American Cream Ale is my go to summer beer. It’s a little more interesting than some of your typical lawnmower beers, but still very easy on the palate as an every day, all day drinking beer.

I’ve brewed this beer enough times to have developed a feel for what I think works well.

First of all, the heart of this style lies in the use of flaked corn as an adjunct.  The flaked corn contributes fermentables but not at the cost of body and crispness.  Flaked corn helps the base malt characters shine through. Another aspect that corn has, that other adjuncts won’t, is the corn character.  Normally, corn flavor in a beer is unwanted and I certainly agree.  But in this style of ale, you want a slight hint or touch of corn-ness to make it seem more lager like in it’s flavor character.  Using one pound in the recipe won’t create a DMS/vegetal bomb.  It will be just enough to keep that clean almost lager like fermentation profile.

Next up is the use of table sugar.  I use a pound of it. This ingredient can in some recipes be 5-10% of the total fermentables.  Using corn sugar ensures a dry beer and a dry finish.  The yeast will rip right through it getting you a couple extra degrees of attenuation and a lower FG.  The lower FG is what makes the beer very approachable and very refreshing.  There isn’t much left to keep your palate wonder, so another sip is what you’re encouraged to do.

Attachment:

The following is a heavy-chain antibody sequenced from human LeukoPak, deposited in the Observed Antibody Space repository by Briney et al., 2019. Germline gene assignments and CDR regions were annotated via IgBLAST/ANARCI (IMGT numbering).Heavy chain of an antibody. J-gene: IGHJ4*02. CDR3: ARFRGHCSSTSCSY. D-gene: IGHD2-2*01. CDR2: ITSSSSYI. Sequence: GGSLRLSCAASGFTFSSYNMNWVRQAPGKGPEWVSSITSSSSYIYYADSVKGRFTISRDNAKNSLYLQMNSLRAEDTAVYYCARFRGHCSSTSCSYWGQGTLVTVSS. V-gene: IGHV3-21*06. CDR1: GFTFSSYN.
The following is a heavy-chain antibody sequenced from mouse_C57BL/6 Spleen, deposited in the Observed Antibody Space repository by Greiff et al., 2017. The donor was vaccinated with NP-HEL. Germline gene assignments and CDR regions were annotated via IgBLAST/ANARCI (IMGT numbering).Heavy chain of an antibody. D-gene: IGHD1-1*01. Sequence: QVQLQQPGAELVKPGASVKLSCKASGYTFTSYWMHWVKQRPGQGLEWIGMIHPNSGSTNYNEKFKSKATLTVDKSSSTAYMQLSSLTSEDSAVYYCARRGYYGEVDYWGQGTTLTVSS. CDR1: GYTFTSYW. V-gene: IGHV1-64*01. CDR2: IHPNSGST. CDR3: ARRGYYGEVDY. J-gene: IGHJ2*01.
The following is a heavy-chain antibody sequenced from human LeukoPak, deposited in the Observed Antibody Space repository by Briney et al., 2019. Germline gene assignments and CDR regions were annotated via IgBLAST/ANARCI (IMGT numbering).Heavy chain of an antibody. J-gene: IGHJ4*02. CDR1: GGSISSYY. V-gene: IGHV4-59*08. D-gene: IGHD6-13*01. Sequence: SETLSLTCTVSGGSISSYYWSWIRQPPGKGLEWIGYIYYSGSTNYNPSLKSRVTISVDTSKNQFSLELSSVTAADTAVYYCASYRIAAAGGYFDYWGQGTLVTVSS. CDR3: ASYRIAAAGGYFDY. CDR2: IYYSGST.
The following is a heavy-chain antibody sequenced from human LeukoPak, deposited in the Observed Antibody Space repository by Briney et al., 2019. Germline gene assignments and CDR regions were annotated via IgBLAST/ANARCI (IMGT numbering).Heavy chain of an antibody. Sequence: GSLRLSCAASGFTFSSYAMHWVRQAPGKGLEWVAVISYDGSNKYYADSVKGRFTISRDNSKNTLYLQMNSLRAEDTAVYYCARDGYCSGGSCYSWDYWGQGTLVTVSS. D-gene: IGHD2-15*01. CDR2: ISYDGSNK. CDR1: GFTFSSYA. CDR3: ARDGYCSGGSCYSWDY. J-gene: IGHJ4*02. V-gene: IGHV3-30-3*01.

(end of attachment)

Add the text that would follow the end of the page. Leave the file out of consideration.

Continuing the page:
Lastly, with a beer like this there isn’t much character in the malts and hops being used to hid things so your water choice is crucial.  Mineral-ly water will stand right out.  But improperly pH will make the beer seem flabby. So you need soft water here with just a touch of gypsum to balance things out.  50 ppm or so usually works well for me. (Of course your base water may be very different than mine).

If you’re thinking about brewing something refreshing for the summer, think about brewing an American Cream Ale.  I like to split my base malt 50/50 with pilsner and 2-row, and I stay true to the style with American Ale yeast. However, making this type of beer with a Kolsch or lager yeast would work well too. These are a couple areas I haven’t experimented with yet to any significant degree.

If you have tried Kolsch or Larger yeast for brewing American Cream Ale let us know!